We ought to note here that the last rightwing political movement of Catholic coloration to exercise serious influence in France was Action Française. Its sway was the widest in the period between the First and Second World Wars. Its leading intellectual light was thinker, writer and member of the French Academy, Charles Maurras.
If we allude here to Action Française it is for two reasons: 1) Ideas set forth by Maurras can be seen to figure in the thinking of the young men and women of the emerging politics. To be sure, they are adapted to today’s circumstances. 2) Apart from its monarchism, the most notable feature of Action Française was that it was anti-statist.
What are the exact, concrete positions staked out by adherents of the new politics? They reject the European Union, same-sex marriage and mass immigration. They also reject unregulated global financial markets, genetically-modified foodstuffs, consumerism and daily life dominated by what they refer to as AGFAM (Apple-Google-Facebook-Amazon-Microsoft). In Lilla’s words, they see “the fundamental task of society is to transmit knowledge, morality, and culture to future generations.”
Lilla goes on to explain that they oppose the E.U. “because it rejects the culture-religion foundation of Europe and tries to found it instead on the economic self-interest of individuals. Unlike their American counterparts…the young French conservatives argue that the economy must be subordinate to social needs.”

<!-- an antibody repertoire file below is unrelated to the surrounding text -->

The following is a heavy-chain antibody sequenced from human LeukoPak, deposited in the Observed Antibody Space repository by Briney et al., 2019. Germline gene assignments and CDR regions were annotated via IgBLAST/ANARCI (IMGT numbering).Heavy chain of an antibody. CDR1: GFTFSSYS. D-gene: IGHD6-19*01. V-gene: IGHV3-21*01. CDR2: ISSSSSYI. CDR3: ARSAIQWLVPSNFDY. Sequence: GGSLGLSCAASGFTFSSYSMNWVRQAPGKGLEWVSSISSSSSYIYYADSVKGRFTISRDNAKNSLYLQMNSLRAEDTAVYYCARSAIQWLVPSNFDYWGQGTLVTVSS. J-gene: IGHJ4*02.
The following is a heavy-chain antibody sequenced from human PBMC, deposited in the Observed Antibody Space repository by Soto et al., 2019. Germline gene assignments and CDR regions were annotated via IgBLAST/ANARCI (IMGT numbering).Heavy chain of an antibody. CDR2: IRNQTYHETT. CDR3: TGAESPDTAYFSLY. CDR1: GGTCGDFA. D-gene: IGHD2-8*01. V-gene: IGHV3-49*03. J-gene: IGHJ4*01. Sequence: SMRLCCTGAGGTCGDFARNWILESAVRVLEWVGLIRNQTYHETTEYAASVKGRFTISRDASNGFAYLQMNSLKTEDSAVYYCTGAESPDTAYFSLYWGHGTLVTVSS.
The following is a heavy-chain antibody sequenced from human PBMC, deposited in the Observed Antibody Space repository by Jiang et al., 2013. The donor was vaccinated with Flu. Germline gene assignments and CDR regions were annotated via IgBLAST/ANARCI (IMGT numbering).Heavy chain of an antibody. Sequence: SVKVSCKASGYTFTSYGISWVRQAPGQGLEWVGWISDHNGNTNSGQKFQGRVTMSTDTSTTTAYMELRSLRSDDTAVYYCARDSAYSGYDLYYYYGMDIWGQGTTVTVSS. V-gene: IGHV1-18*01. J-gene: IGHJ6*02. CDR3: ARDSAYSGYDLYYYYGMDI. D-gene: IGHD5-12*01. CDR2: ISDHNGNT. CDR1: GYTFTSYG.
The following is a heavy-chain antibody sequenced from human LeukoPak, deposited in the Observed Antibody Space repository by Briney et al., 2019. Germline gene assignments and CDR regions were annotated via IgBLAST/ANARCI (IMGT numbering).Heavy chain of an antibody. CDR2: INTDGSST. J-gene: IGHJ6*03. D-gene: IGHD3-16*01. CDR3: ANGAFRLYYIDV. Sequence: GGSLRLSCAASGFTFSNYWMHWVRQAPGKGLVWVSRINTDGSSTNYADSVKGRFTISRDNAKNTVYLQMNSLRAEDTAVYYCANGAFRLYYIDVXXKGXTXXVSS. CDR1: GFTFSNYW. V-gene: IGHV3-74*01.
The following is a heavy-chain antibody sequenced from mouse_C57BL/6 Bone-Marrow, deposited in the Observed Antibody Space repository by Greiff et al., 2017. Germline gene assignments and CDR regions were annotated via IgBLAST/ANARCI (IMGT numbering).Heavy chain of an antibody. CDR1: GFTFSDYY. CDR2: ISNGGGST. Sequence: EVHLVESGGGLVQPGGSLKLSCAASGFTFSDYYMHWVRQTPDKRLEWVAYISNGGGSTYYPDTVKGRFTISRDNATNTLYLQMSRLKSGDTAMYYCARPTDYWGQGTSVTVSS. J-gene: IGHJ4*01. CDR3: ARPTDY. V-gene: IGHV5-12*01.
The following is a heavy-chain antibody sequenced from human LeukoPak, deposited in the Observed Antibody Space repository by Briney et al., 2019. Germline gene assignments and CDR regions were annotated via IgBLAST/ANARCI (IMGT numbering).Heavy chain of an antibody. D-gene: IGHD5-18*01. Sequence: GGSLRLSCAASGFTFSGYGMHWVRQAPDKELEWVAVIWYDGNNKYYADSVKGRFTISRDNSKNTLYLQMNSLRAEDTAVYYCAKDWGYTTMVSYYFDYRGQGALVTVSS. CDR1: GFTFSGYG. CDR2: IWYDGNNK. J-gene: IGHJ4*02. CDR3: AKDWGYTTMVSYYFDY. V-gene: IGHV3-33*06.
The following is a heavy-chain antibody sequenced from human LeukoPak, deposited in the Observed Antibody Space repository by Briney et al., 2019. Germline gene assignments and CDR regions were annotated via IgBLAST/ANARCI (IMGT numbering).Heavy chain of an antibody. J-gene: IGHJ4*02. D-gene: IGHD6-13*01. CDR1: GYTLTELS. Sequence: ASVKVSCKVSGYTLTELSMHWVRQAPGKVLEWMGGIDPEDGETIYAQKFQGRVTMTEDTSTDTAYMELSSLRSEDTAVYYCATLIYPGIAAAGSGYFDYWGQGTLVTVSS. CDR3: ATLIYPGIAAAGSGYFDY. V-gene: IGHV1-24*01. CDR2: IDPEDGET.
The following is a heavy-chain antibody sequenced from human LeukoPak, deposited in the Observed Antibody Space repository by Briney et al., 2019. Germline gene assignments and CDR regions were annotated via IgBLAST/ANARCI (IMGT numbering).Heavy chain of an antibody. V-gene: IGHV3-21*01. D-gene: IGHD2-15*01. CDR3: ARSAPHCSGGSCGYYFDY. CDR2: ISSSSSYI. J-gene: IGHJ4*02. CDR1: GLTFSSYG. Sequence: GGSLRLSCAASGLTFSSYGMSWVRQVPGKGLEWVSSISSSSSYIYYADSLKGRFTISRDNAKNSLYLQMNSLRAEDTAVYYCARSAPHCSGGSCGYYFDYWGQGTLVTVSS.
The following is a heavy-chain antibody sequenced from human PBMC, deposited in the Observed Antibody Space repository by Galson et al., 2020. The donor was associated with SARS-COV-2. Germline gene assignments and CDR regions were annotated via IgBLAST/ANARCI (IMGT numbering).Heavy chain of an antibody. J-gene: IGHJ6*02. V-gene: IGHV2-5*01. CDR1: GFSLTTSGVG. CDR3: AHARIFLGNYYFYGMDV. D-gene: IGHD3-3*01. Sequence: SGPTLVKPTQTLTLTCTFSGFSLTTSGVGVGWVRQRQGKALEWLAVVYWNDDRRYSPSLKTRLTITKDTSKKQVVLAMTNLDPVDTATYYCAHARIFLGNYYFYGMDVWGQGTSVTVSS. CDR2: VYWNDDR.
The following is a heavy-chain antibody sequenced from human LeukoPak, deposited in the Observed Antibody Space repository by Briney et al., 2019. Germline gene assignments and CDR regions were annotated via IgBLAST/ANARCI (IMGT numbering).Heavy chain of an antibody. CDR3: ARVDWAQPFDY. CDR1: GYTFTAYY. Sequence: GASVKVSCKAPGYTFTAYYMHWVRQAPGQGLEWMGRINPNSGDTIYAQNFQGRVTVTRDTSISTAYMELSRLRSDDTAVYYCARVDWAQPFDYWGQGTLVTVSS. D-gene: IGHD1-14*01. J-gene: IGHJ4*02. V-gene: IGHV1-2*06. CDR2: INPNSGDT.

Of course from the Catholic point of view they are correct to do so. Having a sound economy depends on having right politics, the means by which the life of society is governed, but such politics cannot exist except on the basis of right morality, and that is impossible if society is divorced from God, restricting religion to purely private practice.
Another big difference between the young French conservatives and their American counterparts is that the French are strong environmentalists, whereas the Americans by-and-large have never understood that conservatism should conserve.
In the next installment of this article we’ll identify some of the leading figures among the young French Catholic conservatives, take a closer look at what they espouse, including some differences between them, and see how all this fits, if it does, in the context of the “yellow-vest” uprising that has rocked France since November.
Meantime, my attention has been drawn to a Spanish poll that shows that the Vox Party, whose meteoric rise I recently wrote about, now enjoys nearly twelve percent support among voters nationally after their stunning victory in Andalusia ended 36 years of Socialist rule in that region.
About twelve percent support was what the AfD Party had when it won its first seats in Germany’s federal parliament, where it is now the main opposition to lame-duck Chancellor Angela Merkel’s CDU-Socialist-CSU coalition government. It also now has seats in the legislatures of all sixteen German states.
(To be continued)